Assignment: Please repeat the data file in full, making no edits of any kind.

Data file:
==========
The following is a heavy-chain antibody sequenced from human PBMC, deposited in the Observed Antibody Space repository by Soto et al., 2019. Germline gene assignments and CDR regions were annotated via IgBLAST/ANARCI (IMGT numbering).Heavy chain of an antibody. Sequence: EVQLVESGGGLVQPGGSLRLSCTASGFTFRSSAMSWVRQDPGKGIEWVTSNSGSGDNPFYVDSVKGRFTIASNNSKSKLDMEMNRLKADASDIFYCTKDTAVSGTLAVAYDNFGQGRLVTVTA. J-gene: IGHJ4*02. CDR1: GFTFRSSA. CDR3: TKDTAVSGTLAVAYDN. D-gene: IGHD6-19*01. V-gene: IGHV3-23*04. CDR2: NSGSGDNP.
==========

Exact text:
The following is a heavy-chain antibody sequenced from human PBMC, deposited in the Observed Antibody Space repository by Soto et al., 2019. Germline gene assignments and CDR regions were annotated via IgBLAST/ANARCI (IMGT numbering).Heavy chain of an antibody. Sequence: EVQLVESGGGLVQPGGSLRLSCTASGFTFRSSAMSWVRQDPGKGIEWVTSNSGSGDNPFYVDSVKGRFTIASNNSKSKLDMEMNRLKADASDIFYCTKDTAVSGTLAVAYDNFGQGRLVTVTA. J-gene: IGHJ4*02. CDR1: GFTFRSSA. CDR3: TKDTAVSGTLAVAYDN. D-gene: IGHD6-19*01. V-gene: IGHV3-23*04. CDR2: NSGSGDNP.